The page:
Gaston Bachelard is acclaimed as one of the most significant modern French thinkers. The influence of his thought can be felt in all disciplines of the humanities: art, architecture, literature, poetics, psychology, philosophy, and language.

From 1929 to 196 Bachelard authored twenty-three books addressing his dual concerns, the philosophy of science and the analysis of the imagination of matter. His teaching career included posts at the College de Bar-sur-Aube, the University of Dijon, and from 1940 to 1962 the chair of history and philosophy of science at the Sorbonne. L’Amphi Gaston Bachelard, an amphitheater at the Sorbonne, is named in his honor. An honor that is shared with Descartes and Richelieu. In 1961, Bachelard received the Grand Prix National Lettres, one of only three philosophers to have achieved the honor.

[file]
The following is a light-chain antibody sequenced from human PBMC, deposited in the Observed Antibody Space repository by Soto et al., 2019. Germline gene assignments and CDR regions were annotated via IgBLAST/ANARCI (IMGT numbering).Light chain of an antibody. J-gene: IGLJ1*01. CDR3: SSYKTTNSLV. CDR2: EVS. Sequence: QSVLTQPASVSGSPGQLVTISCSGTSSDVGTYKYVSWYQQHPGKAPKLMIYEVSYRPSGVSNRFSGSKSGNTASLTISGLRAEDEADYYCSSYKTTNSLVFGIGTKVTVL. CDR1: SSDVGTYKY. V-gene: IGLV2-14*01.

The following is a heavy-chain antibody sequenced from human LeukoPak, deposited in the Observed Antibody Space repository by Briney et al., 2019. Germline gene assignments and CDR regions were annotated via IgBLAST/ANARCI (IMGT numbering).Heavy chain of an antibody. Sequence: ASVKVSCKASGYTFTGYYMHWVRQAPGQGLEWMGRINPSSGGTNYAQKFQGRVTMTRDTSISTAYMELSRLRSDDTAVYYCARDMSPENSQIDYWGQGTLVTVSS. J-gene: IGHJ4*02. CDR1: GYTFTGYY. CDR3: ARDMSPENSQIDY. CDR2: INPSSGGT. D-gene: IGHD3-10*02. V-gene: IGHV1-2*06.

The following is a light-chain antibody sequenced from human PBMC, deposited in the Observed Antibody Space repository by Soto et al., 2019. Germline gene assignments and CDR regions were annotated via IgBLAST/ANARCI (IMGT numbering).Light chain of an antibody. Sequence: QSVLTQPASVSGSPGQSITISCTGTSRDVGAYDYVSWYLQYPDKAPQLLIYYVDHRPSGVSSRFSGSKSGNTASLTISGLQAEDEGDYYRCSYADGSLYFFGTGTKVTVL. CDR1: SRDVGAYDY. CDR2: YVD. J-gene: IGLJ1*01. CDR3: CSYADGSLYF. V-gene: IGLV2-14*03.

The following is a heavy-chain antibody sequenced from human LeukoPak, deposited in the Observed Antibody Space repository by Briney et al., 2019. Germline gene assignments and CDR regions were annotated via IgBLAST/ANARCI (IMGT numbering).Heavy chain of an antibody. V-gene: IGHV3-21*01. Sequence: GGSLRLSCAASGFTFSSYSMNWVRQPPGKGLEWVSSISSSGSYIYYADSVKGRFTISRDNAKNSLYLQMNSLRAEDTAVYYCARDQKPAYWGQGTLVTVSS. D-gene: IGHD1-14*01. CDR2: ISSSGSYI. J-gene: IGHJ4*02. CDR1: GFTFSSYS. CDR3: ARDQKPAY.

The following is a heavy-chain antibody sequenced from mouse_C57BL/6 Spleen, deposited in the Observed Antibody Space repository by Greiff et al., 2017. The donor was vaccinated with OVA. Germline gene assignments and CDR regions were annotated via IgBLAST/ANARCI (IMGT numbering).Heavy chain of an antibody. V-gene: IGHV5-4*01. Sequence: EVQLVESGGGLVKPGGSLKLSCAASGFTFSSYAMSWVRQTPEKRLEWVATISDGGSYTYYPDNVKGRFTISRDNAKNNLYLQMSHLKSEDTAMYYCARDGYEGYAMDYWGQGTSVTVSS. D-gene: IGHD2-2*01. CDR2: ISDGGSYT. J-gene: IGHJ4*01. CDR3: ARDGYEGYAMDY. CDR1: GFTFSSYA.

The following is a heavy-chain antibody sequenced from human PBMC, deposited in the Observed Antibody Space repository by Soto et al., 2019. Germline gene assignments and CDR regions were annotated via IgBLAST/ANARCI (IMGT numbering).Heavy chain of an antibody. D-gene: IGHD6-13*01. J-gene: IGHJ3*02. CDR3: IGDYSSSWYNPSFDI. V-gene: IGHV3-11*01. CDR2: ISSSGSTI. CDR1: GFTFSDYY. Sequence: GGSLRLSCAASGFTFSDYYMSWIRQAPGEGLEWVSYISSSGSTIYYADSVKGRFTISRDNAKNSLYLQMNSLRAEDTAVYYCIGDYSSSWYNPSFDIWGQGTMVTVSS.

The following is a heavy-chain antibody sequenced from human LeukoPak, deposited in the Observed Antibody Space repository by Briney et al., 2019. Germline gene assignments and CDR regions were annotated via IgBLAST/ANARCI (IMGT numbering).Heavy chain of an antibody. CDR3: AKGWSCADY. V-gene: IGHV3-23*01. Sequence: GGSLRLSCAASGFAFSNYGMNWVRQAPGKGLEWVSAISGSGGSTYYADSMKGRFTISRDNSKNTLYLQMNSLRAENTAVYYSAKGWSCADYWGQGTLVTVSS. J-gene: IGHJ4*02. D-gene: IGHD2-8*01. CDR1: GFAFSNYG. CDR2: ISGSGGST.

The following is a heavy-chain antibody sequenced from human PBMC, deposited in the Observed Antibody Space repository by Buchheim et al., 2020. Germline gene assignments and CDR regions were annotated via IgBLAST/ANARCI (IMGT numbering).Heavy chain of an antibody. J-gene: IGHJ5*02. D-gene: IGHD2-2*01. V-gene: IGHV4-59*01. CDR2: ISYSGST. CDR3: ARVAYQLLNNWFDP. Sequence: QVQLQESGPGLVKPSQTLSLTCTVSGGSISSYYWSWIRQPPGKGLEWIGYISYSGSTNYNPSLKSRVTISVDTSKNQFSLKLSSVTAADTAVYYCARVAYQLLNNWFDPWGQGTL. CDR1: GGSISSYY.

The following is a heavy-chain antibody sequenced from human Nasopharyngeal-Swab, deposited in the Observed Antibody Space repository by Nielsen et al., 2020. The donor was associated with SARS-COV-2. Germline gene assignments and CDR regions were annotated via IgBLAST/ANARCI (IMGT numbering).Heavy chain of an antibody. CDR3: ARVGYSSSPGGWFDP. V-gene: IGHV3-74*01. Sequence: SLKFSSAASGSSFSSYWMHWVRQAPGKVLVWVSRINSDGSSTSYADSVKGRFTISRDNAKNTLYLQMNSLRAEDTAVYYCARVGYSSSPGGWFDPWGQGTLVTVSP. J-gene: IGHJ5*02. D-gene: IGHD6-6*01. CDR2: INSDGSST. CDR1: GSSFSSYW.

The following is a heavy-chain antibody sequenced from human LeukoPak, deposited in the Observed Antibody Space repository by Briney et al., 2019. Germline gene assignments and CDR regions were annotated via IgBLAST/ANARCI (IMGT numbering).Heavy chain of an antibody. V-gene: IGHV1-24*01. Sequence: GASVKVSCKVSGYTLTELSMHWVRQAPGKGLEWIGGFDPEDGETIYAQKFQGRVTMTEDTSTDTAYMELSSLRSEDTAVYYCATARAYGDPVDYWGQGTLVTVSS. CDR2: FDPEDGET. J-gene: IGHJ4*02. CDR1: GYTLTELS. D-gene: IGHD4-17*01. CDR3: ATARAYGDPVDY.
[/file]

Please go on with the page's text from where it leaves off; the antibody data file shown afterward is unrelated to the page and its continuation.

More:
In 1981, Dr. Joanne H. Stroud contracted French publishing house José Corti to translate the works of Bachelard into the English language.

The books available to purchase are translations of Bachelard’s writings and works that were inspired by him.